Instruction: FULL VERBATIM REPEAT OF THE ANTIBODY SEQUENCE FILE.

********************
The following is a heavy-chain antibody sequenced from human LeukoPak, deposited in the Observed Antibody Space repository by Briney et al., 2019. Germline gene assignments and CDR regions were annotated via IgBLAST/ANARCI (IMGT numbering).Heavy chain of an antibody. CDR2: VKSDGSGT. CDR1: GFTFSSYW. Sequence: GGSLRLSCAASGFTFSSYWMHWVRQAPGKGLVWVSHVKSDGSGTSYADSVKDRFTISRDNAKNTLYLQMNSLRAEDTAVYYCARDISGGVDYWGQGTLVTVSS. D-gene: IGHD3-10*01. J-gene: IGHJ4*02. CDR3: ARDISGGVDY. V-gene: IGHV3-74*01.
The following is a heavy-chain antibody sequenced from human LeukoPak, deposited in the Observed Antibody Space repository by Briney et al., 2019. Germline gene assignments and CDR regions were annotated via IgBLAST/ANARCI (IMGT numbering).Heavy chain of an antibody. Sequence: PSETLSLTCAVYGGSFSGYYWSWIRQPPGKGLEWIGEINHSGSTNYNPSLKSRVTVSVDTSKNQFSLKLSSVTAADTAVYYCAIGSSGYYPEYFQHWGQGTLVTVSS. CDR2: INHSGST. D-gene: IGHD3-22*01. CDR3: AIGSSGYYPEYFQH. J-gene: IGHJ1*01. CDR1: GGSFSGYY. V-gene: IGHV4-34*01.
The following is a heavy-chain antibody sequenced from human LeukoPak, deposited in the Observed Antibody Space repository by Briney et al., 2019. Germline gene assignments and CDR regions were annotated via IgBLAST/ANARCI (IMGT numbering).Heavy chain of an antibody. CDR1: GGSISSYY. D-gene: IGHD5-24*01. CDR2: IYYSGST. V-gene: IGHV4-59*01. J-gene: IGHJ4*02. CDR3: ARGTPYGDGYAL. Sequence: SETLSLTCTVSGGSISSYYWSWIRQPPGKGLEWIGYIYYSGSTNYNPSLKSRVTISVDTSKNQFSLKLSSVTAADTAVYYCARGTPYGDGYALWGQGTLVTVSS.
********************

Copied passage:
The following is a heavy-chain antibody sequenced from human LeukoPak, deposited in the Observed Antibody Space repository by Briney et al., 2019. Germline gene assignments and CDR regions were annotated via IgBLAST/ANARCI (IMGT numbering).Heavy chain of an antibody. CDR2: VKSDGSGT. CDR1: GFTFSSYW. Sequence: GGSLRLSCAASGFTFSSYWMHWVRQAPGKGLVWVSHVKSDGSGTSYADSVKDRFTISRDNAKNTLYLQMNSLRAEDTAVYYCARDISGGVDYWGQGTLVTVSS. D-gene: IGHD3-10*01. J-gene: IGHJ4*02. CDR3: ARDISGGVDY. V-gene: IGHV3-74*01.
The following is a heavy-chain antibody sequenced from human LeukoPak, deposited in the Observed Antibody Space repository by Briney et al., 2019. Germline gene assignments and CDR regions were annotated via IgBLAST/ANARCI (IMGT numbering).Heavy chain of an antibody. Sequence: PSETLSLTCAVYGGSFSGYYWSWIRQPPGKGLEWIGEINHSGSTNYNPSLKSRVTVSVDTSKNQFSLKLSSVTAADTAVYYCAIGSSGYYPEYFQHWGQGTLVTVSS. CDR2: INHSGST. D-gene: IGHD3-22*01. CDR3: AIGSSGYYPEYFQH. J-gene: IGHJ1*01. CDR1: GGSFSGYY. V-gene: IGHV4-34*01.
The following is a heavy-chain antibody sequenced from human LeukoPak, deposited in the Observed Antibody Space repository by Briney et al., 2019. Germline gene assignments and CDR regions were annotated via IgBLAST/ANARCI (IMGT numbering).Heavy chain of an antibody. CDR1: GGSISSYY. D-gene: IGHD5-24*01. CDR2: IYYSGST. V-gene: IGHV4-59*01. J-gene: IGHJ4*02. CDR3: ARGTPYGDGYAL. Sequence: SETLSLTCTVSGGSISSYYWSWIRQPPGKGLEWIGYIYYSGSTNYNPSLKSRVTISVDTSKNQFSLKLSSVTAADTAVYYCARGTPYGDGYALWGQGTLVTVSS.